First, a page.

Culture » January 10, 2019
These Mexican Artists Are Transforming Weapons Into Instruments
Prominent Mexican Artists Carla Fernández and Pedro Reyes address gun violence and ways to sustain Indigenous culture in their collaborative exhibit.
Two of Mexico’s most prominent artists, Carla Fernández and Pedro Reyes, have created a joint exhibit to promote social change in Mexico. Double Agents includes a 15-foot-tall banner map of the First Nations of the Americas, which showcases names of Indigenous peoples who have inhabited North and South America in the past 11,000 years.
The exhibit also includes individual projects from the artists. Fernández’s gallery features mannequins wearing clothing handmade by Indigenous artisans in collaboration with her fashion label. Reyes’ gallery is filled with gun remnants from the Mexican Army that have been transformed into musical instruments. In These Times spoke with the artists about their first collaboration.
What was the idea behind the map of First Nations?
REYES: It was important for us to bring some perspective in a time where xenophobia and racism are increasing, and where, looking ahead, we are going to have ever-increasing migration. We want to show that many of these Indigenous cultures continue to exist, and that—compared to these original settlers—we are all immigrants.
What do you find most important for people to take away from these guns-turned-instruments?
REYES: Living in a gun-free society ought to be a human right. Almost 40% of the world's firearms are in the hands of civilians in the United States. In order to fix the problem of gun violence in Mexico, you have to hack the kind of gun availability in the United States. [Using an iPad, visitors] can suggest rewrites of the Second Amendment, which is the Achilles’ heel of the NRA.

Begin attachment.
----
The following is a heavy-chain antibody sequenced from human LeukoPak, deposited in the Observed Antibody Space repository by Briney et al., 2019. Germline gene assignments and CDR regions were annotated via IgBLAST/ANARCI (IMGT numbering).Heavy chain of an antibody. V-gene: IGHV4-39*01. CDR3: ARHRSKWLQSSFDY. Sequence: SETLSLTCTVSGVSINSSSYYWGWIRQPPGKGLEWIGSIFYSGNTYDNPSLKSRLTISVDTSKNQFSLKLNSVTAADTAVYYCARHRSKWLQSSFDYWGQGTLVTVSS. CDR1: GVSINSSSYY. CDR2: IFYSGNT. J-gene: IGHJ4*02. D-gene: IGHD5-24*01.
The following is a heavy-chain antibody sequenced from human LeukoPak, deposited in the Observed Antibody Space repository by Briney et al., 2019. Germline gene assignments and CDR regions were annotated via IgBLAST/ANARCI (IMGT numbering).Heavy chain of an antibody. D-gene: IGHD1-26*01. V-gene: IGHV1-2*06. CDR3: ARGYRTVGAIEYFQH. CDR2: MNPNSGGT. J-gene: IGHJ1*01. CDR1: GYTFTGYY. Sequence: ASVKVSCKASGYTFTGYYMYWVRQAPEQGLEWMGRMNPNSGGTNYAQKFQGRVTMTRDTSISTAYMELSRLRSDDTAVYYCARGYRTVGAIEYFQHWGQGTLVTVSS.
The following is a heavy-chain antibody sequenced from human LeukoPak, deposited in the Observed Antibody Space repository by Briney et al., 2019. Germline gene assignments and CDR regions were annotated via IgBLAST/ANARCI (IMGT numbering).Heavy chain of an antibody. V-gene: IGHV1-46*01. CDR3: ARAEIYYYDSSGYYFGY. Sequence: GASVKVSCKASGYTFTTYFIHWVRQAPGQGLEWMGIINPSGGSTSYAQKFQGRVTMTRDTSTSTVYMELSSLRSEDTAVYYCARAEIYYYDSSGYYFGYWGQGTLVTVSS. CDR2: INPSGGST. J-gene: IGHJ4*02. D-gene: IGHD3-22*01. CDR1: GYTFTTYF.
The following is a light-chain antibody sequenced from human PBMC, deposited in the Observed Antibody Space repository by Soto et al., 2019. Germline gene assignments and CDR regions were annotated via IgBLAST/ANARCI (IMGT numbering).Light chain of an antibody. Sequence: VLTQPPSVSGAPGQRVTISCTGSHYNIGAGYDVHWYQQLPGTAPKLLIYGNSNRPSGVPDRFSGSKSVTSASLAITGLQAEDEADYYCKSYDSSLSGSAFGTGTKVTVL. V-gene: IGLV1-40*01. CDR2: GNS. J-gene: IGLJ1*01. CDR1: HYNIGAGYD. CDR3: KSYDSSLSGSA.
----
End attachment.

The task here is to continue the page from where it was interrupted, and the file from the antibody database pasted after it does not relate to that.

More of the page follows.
How do you see fashion as an agent for social change?
FERNÁNDEZ: We believe the future is handmade. Our team travels throughout Mexico visiting communities of artisans that specialize in handmade textiles, utilizing centuries-old Indigenous techniques. This labor-intensive approach is helping to sustain long-standing traditions.
Plus, we want to find an equilibrium between rural and urban areas, so people don’t need to move away from their homes. We work closely with the artisans. They become partners and are compensated fairly.
Help In These Times Continue Publishing
Progressive journalism is needed now more than ever, and In These Times needs you.
Like many nonprofits, we expect In These Times to struggle financially as a result of this crisis. But in a moment like this, we can’t afford to scale back or be silent, not when so much is at stake. If it is within your means, please consider making an emergency donation to help fund our coverage during this critical time.
Dirce Toca is a fall 2018 intern at In These Times.
if you like this, check out:
- A Mexican Labor Lawyer Denounced U.S. Pressure to Reopen Maquiladoras. Then She Was Jailed.
- Your White Neighbor’s “Black Lives Matter” Yard Sign Is Not Enough
- Artists Explore the Hidden Tolls of Life Lived at a Distance
- The Language of Extinction
- The Pentagon Wants Workers in Other Countries to Risk Their Lives for U.S. Arms Industry Profits